Sunday, 18 March 2012

GRINDING PEPPER

Robert and Shana ParkeHarrison, Magpie Tales
Last night I spent a couple of hours dashing about the Tate Modern with a modern art aficionado. It was all energy and flux, transformative matter and the complex relationship of humankind to the School of Things. The work of Yayoi Kusama, the Japanese conceptual artist, was on display - her retrospective exhibition was a visual kaleidoscope of infinity rooms and thrashing limbs and hallucinations made interactive - the security alarms were constantly sounding because children were unable to resist touching; not just children, an unabashed adult too - no, it wasn't me, not this time, anyway!
IMG_0240 Infinity Dots Mirrored Room by Yayoi Kusama at The Mattress Factory
I can understand the relevance of found beauty in pieces of wood, metal, Lucio Fontana's single clean slash of a canvas,
Do Ho Suh's red fabric staircase,
Richard Long's circles of pebbles and stones...
and Damien Hirst's butterflies or 'Sympathy in White Major - Absolution II'...
but then, with seconds to spare, as the armed watchmen were descending on us (armed with walkie-talkies), we suddenly came upon Monet. And it was all light and simplicity.
Give me trees and water lilies, I thought, give me the scent of oils and a paintbrush. Give me a garden and give me light. I'll add the stars and moon, later, when it darkens. Breath of Monet aside, the Tate Modern seemed to me to be filled with a kind of emptiness, an alienating distance, made more poignant by the DO NOT TOUCH alarms and signs. How to be touched without touching? It's a mystery. Unless, of course, you break the rules.

15 comments:

Mary Helen-Art Saves Lives said...

I love the Tate...they offer their patrons a diversity of challenging exhibits and this sure looks inviting to me. Peace, Mary Helen Fernandez Stewart

RNSANE said...

I, myself, am not a fan of modern or abstract art. It makes me schizophrenic. I much prefer the impressionists, preferring to actually recognize what is in paintings and to have my spirits lifted by the lovely garden scenes.

How are you, dear Shaista. I am ending a wonderful four month sojourn in India, a lifelong dream for this 67-year-old gal. I am so sad to be heading home in a couple of weeks and hope I can return as soon as I've been out of the country the required two months.

Oya's Daughter said...

I have been pondering lately the idea of making art which would encourage people to touch it rather than penalise them for it. Art seems to require you to be able to see, but what about people who can't? It's an idea I play with both as an artist and as a mother of a child on the ASD spectrum...and your writing of security alarms going off as kids were interacting with art got me thinking about it again.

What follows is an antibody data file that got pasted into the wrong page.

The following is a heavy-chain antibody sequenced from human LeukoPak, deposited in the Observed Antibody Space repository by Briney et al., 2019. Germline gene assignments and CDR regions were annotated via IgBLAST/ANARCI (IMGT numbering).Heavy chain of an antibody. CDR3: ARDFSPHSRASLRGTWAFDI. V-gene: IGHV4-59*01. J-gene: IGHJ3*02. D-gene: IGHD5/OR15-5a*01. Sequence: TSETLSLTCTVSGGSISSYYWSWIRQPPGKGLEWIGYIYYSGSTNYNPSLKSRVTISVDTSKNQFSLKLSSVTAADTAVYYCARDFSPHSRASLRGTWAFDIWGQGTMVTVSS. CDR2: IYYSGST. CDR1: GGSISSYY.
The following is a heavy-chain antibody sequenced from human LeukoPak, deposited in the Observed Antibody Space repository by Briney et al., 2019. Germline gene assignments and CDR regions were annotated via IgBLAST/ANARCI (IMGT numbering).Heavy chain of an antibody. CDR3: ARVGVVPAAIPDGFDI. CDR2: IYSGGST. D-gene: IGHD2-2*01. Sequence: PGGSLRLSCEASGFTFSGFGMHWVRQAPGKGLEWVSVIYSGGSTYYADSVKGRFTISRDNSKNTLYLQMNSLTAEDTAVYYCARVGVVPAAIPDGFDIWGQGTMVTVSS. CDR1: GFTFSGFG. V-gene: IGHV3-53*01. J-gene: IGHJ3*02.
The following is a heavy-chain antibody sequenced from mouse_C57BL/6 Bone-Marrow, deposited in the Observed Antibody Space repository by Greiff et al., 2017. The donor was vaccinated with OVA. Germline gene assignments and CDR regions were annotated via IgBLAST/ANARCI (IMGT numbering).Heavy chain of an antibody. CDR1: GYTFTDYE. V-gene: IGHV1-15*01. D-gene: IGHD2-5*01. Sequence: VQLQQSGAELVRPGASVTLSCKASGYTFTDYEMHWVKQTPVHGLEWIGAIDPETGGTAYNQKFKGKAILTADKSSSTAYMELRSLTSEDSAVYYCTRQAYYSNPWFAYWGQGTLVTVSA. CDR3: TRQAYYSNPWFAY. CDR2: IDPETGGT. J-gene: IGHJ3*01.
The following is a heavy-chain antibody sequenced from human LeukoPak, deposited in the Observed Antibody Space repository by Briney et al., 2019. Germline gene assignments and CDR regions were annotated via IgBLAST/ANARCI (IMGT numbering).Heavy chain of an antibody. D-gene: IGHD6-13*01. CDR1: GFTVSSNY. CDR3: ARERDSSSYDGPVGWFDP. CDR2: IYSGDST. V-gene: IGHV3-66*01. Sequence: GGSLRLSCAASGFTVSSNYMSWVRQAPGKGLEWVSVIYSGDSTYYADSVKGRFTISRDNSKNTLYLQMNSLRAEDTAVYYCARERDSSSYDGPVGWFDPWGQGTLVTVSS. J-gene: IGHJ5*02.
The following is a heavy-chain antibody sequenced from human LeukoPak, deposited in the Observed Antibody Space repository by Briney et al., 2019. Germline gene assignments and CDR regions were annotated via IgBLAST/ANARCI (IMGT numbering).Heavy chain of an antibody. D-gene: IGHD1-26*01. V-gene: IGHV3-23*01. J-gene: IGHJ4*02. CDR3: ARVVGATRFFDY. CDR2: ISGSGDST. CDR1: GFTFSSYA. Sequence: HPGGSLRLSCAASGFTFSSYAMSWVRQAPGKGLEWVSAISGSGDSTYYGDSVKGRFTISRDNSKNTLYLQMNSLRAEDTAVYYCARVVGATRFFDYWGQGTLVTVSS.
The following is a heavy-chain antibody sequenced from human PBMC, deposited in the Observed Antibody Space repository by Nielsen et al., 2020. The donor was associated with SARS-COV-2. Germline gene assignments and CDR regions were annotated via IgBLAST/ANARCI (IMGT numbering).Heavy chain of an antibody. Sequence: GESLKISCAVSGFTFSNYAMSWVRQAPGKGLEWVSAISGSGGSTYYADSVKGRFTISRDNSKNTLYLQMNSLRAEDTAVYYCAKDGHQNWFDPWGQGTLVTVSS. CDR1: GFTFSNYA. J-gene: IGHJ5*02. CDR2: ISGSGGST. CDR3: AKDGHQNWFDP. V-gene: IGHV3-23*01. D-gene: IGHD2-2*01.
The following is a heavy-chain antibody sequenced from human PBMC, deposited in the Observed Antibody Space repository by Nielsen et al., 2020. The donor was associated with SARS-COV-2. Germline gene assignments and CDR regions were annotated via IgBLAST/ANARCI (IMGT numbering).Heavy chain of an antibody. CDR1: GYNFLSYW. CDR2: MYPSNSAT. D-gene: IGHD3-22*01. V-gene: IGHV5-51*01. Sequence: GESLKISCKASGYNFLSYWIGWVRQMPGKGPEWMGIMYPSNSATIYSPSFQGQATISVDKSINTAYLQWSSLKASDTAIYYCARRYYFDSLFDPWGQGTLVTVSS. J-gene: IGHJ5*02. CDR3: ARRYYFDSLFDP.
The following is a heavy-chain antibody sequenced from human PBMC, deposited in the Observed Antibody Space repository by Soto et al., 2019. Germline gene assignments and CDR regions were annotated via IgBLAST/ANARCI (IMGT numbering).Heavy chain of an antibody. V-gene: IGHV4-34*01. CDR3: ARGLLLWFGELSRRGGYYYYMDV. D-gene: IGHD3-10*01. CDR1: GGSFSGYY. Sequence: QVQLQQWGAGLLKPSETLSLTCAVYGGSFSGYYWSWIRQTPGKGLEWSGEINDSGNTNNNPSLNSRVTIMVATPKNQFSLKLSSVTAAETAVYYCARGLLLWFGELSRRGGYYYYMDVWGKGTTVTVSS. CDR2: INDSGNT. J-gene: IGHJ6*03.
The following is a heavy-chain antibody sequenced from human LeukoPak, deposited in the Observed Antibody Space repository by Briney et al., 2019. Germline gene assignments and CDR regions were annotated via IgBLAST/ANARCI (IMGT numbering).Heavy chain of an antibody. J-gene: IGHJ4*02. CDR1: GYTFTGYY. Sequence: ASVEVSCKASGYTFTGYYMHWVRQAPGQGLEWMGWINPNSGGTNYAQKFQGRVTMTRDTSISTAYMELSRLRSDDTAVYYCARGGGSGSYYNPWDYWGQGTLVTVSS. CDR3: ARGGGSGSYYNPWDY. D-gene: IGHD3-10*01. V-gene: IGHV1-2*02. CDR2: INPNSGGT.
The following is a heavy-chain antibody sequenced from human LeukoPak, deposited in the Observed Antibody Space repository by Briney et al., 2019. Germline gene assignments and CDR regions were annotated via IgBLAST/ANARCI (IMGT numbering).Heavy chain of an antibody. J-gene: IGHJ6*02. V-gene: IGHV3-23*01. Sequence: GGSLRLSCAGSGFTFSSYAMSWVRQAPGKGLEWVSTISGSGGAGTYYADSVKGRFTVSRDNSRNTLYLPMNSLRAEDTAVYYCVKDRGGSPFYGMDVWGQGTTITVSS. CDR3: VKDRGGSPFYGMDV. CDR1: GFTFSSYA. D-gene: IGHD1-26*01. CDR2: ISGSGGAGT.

Cheers for the reminder...I've got thinking and planning to do!

Kristen Haskell said...

Tactile, I am too. Sometimes it is hard to resist.

Shaista said...

Mary Helen - perhaps it is time to take in some of London's sights? Make a special trip :)

Shaista said...

Carmen - it's interesting you should mention schizophrenia because Yayoi Kusama checked herself into a hospital a few decades ago, she actually sectioned herself, and has continued to produce art from within the hospital which she transformed into a studio space!
It is incredible that you've been in India for four months - am thoroughly enjoying catching up with your adventures. Return soon!

Shaista said...

Oya - That's exactly what I was thinking - my father can't see and so I too am conscious about this new form of art which could be amazing if we were able to interact with it - but exhibited work has always been off limits. Remember Tracy Emin's bed? She was horrified when some boys jumped all over it - she felt violated.

Tess Kincaid said...

Lovely lovely art...thank you...

Oya's Daughter said...

I always thought Tracy Emin is just pretentious. Sure, put a bed out there with stains in but gasp in terror when someone jumps on it? As they say in the US, "Girl, PLEASE."

I'm still pondering. I would have to get some grand funding, pitch it big, do some research....planning, planning how I can make it happen.

Kutamun said...

Hey Shasta, very creative reaction , a diverse cauldron to be sure!

hyperCRYPTICal said...

Tate Modern is (to me) indeed filled with emptiness - its only content being that of the shallowness of modern art where so called artists exhibit their ego and nothing but.

Give me the work of the artist who sees the beauty of the world and not those who pretend to have vision.

Anna :o]

ds said...

Thank you for the introduction to Tate Modern. I like the Hirst, the stones, and the slash (which could be a mouth). But the Monet? Ahhh...

Your reactions are similar to those a friend and I had a couple of months back, when we visited the Guggenheim in New York. The chief exhibit was a Korean master who, with one stroke of an eight-inch wide paintbrush managed to incorporate every color of the spectrum into grey. That was magical. Some of the rest seemed simply weird. When we strolled down to the permanent collection and confronted van Gogh, Manet, even Kandinsky, we said Ahhhh...

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